interest in the outcome. Standing is a threshold issue that the Court must consider before
deciding any substantive issues. Planned Parenthood Assoc. v. Cincinnati, 822 F.2d 1390, 1394
(6th Cir. 1987). The federal courts are limited by Article III of the Constitution to “cases and
controversies.” Standing is present when: (1) plaintiff had suffered an “injury in fact, which is
both concrete and particularized, and actual or imminent;” (2) there is a causal connection
between the injury and complained of activity such that it is fairly traceable to the defendant’s
actions; and (3) it is likely, not speculative, that the injury will be redressed by a favorable
decision. Lujan v. Defenders of Wildlife, 504 U.S. 555, 560 – 561 (1992). The plaintiff has the
burden of proving with specificity all three elements of standing.
Coyne ex rel. Ohio v.
American Tobacco Co., 183 F.3d 488, 494 (6th Cir. 1999).
In Michigan, once a foreclosure is complete, all rights and title vest in the purchaser. See
MICH. COMP. LAWS § 600.3236. A former owner loses “all [his] right, title, and interest in and to
the property at the expiration of [his] right of redemption.” Piotrowski v. State Land Office Bd.,
4 N.W.2d 514, 517 (Mich. 1942). With the expiration of the redemption period, a former owner
can no longer assert a claim with respect to the property. See Overton v. Mortgage Electronic
Registration Systems, Inc., Case No. 284950, 2009 WL 1507342 (Mich. Ct. App. May 28, 2009)
(unpublished). Here, the redemption period expired on February 10, 2011. Plaintiffs did not file
their Complaint until October 2011, well after the expiration of the redemption period.
Plaintiffs argue that Defendants’ “fraudulent divestment” of their home is sufficient to
confer standing. They urge the Court to apply the reasoning in Rainey v. U.S. Bank National
Association, to this case. No. 11-12500, 2011 WL 5075700 (E. D. Mich. Oct. 25, 2011)
(Lawson, J.) (unpublished). In Rainey, the court found that, in light of Overton, the plaintiffs had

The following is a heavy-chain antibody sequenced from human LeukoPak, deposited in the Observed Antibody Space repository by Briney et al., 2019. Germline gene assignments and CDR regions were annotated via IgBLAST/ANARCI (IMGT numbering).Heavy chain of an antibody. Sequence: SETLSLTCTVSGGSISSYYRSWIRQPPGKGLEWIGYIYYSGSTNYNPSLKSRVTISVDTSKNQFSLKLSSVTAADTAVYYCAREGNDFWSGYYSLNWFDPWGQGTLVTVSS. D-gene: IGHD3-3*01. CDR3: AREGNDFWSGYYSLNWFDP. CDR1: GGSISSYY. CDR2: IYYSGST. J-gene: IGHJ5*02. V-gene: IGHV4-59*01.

standing to challenge the foreclosure. Id. at *3. It determined that the decision in Overton was
based on the merits and not on standing. Id. Several courts have considered this issue. See
Carmack v. Bank of New York Mellon No., 12-11669, 2012 WL 2389863, *4 (E.D. Mich. June
25, 2012) (Steeh, J.) (unpublished) (“Plaintiff defaulted on his loan, failed to redeem his property
within the statutory redemption period, and his allegations do not fall within the “clear showing
of fraud, or irregularity” exception noted in Overton.”); Hana v. Wells Fargo Bank, No. 1114442, 2012 WL 1694643, *4 – 5 (E.D. Mich. May 15, 2012) (Borman, J.) (unpublished)
(“Whether analyzed as an issue of standing or as a merits-based challenge, the Court agrees . . .
that Plaintiffs cannot challenge the foreclosure and sale. . .” because the redemption period
expired); Brezzell v. Bank of America, No. 11-11467, 2011 WL 2682973, *4 (E.D. Mich. July
11, 2011) (Edmunds, J.) (unpublished) (“Although the Court finds that the use of the “standing”
term is somewhat misleading, it still finds that Overton is applicable and Defendants are still
entitled to dismissal because the redemption period has expired and Plaintiff has not shown the
requisite fraud or irregularity in the foreclosure proceedings.”) Whether the issue is properly
labeled as one of standing, the Michigan Supreme Court’s decision in Piotrowski is still